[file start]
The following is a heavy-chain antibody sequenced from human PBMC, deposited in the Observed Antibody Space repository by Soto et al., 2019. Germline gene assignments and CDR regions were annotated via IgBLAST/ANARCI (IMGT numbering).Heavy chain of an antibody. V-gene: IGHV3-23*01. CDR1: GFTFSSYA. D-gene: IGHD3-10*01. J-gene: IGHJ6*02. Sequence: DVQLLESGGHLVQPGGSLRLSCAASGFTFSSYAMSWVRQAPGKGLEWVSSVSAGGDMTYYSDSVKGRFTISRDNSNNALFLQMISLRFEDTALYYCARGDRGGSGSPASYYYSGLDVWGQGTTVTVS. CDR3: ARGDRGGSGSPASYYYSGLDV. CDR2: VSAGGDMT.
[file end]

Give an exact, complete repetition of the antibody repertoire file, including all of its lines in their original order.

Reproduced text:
The following is a heavy-chain antibody sequenced from human PBMC, deposited in the Observed Antibody Space repository by Soto et al., 2019. Germline gene assignments and CDR regions were annotated via IgBLAST/ANARCI (IMGT numbering).Heavy chain of an antibody. V-gene: IGHV3-23*01. CDR1: GFTFSSYA. D-gene: IGHD3-10*01. J-gene: IGHJ6*02. Sequence: DVQLLESGGHLVQPGGSLRLSCAASGFTFSSYAMSWVRQAPGKGLEWVSSVSAGGDMTYYSDSVKGRFTISRDNSNNALFLQMISLRFEDTALYYCARGDRGGSGSPASYYYSGLDVWGQGTTVTVS. CDR3: ARGDRGGSGSPASYYYSGLDV. CDR2: VSAGGDMT.